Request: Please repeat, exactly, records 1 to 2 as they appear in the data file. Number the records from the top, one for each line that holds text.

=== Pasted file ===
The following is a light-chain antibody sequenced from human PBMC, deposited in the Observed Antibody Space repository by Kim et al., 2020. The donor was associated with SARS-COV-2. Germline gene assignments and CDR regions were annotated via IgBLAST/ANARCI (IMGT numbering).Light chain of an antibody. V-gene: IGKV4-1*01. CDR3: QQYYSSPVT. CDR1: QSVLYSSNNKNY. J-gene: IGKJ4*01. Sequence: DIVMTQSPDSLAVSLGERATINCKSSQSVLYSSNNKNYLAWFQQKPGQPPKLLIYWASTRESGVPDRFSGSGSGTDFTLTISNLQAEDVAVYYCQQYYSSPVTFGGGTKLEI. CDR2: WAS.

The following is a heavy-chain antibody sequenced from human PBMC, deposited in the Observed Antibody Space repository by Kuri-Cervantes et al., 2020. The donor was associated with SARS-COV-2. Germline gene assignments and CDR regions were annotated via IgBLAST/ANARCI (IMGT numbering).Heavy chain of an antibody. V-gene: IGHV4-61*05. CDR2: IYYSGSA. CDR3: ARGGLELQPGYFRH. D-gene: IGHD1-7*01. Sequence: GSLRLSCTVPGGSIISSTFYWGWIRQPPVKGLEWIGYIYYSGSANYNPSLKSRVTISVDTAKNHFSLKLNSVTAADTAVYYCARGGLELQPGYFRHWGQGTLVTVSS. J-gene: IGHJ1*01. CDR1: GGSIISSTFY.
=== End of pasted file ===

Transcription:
The following is a light-chain antibody sequenced from human PBMC, deposited in the Observed Antibody Space repository by Kim et al., 2020. The donor was associated with SARS-COV-2. Germline gene assignments and CDR regions were annotated via IgBLAST/ANARCI (IMGT numbering).Light chain of an antibody. V-gene: IGKV4-1*01. CDR3: QQYYSSPVT. CDR1: QSVLYSSNNKNY. J-gene: IGKJ4*01. Sequence: DIVMTQSPDSLAVSLGERATINCKSSQSVLYSSNNKNYLAWFQQKPGQPPKLLIYWASTRESGVPDRFSGSGSGTDFTLTISNLQAEDVAVYYCQQYYSSPVTFGGGTKLEI. CDR2: WAS.

The following is a heavy-chain antibody sequenced from human PBMC, deposited in the Observed Antibody Space repository by Kuri-Cervantes et al., 2020. The donor was associated with SARS-COV-2. Germline gene assignments and CDR regions were annotated via IgBLAST/ANARCI (IMGT numbering).Heavy chain of an antibody. V-gene: IGHV4-61*05. CDR2: IYYSGSA. CDR3: ARGGLELQPGYFRH. D-gene: IGHD1-7*01. Sequence: GSLRLSCTVPGGSIISSTFYWGWIRQPPVKGLEWIGYIYYSGSANYNPSLKSRVTISVDTAKNHFSLKLNSVTAADTAVYYCARGGLELQPGYFRHWGQGTLVTVSS. J-gene: IGHJ1*01. CDR1: GGSIISSTFY.